Communities Challenge (LCCC) in 2010 for £400,000 to develop and implement
the first stage of the village microgrid.
As a result of this research, SP Energy Networks, the local distribution
network operator, adopted the village in 2011 as the base for a Low Carbon
Networks Fund Tier One project examining the network impact of renewable
generation and development of a smarter electrical network.
References to the research
Alexander, R., Hope, M. and Degg, M. Mainstreaming Sustainable
Development-A Case Study: Ashton Hayes is Going Carbon Neutral. Local
Economy, 22:1, 62-74, February 2007. Refereed article.
Hope, Max and Alexander, Roy 'Squashing Out the Jelly: Reflections on
Trying to Become a Sustainable Community', Local Economy, 23:3,
113-120, 2008. Invited article.
Gillie, Mary, Carter, Jen, and Alexander, Roy. A Generic Model for
Community Microgrids. Confidential report to Carbon Connections. EA
Technology Consulting/University of Chester. 56pp, 2009. Consultancy
Report. Report of outcomes from a project subject to a competitive bidding
Gillie, M., Carter, J., Alexander, R. and Charnock, G. Getting the most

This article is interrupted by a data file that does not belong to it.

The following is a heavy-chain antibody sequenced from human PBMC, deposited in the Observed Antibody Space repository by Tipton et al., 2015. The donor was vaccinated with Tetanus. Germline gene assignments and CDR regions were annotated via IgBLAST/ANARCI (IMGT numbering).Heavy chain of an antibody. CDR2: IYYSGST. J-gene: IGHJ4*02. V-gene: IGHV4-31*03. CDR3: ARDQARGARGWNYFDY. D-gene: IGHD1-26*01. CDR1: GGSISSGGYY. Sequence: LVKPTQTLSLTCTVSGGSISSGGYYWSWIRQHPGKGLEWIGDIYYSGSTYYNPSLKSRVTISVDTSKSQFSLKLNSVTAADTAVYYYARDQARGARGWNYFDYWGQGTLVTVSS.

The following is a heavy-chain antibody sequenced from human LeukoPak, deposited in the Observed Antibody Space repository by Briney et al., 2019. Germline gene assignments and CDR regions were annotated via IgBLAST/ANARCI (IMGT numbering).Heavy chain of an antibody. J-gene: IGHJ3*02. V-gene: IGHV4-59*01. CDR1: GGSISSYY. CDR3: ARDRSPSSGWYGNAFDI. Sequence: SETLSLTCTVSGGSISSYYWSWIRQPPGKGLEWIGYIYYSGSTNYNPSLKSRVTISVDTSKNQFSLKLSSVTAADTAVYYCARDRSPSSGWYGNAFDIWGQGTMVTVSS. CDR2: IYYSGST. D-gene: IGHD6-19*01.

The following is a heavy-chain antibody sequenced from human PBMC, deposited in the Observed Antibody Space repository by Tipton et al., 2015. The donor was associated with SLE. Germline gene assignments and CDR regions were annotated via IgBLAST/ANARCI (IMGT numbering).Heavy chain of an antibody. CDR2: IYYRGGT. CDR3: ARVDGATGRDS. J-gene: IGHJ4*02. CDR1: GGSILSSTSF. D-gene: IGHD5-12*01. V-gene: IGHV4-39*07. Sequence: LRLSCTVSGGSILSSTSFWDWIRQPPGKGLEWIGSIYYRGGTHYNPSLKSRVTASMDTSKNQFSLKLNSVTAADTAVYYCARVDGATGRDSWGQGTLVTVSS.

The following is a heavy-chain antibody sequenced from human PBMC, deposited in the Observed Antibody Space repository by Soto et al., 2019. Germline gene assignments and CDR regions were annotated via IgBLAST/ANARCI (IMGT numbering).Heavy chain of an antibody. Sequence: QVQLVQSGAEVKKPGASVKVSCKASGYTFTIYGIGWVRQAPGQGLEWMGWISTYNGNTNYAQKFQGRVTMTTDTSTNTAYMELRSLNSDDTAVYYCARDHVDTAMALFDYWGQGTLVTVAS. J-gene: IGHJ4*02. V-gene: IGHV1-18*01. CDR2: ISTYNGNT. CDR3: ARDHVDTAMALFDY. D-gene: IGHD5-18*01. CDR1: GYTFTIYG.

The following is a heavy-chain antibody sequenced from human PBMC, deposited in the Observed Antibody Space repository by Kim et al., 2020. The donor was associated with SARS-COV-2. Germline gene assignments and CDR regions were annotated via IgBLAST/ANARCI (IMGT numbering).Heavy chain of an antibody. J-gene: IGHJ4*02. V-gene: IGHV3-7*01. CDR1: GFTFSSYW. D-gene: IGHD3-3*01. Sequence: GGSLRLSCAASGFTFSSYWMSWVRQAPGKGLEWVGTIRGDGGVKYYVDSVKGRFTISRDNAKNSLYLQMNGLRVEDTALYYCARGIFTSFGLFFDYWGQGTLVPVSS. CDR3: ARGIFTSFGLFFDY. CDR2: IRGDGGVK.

from Community Generation — an Economic and Technical Model to Control
Small Scale Renewable Community Generation and Create a Local Energy
Economy. Paper 0190 presented at CIRED, 20th International
Conference on Electricity Distribution, Prague, June 2009.
Convenor-reviewed conference contribution
Gillie, M., Alexander, R. and Roberts,D. Community Energy from policy to
practice. Paper 0244 presented at CIRED 21st
International Conference on Electricity Distribution, Frankfurt,
June 2011. Convenor-reviewed conference contribution
£86,558 investment by Carbon Connections UK (CC Project 42) for `Model
for the installation and operation of a rural microgrid on the existing
power distribution network using Ashton Hayes, Cheshire as a test bed'.
£400,000 award to Ashton Hayes Parish Council from the Low Carbon
Investment Fund as part of DECC's Low Carbon Communities Challenge Phase